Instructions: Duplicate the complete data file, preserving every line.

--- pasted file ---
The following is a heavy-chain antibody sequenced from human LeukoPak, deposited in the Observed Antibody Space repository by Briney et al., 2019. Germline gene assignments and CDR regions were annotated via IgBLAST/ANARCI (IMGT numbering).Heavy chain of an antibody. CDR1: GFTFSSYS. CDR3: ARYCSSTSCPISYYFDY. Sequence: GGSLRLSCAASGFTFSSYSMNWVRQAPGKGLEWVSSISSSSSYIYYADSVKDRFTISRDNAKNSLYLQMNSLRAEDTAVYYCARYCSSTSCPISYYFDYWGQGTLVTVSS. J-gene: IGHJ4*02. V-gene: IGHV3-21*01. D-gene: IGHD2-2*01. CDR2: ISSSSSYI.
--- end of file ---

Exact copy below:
The following is a heavy-chain antibody sequenced from human LeukoPak, deposited in the Observed Antibody Space repository by Briney et al., 2019. Germline gene assignments and CDR regions were annotated via IgBLAST/ANARCI (IMGT numbering).Heavy chain of an antibody. CDR1: GFTFSSYS. CDR3: ARYCSSTSCPISYYFDY. Sequence: GGSLRLSCAASGFTFSSYSMNWVRQAPGKGLEWVSSISSSSSYIYYADSVKDRFTISRDNAKNSLYLQMNSLRAEDTAVYYCARYCSSTSCPISYYFDYWGQGTLVTVSS. J-gene: IGHJ4*02. V-gene: IGHV3-21*01. D-gene: IGHD2-2*01. CDR2: ISSSSSYI.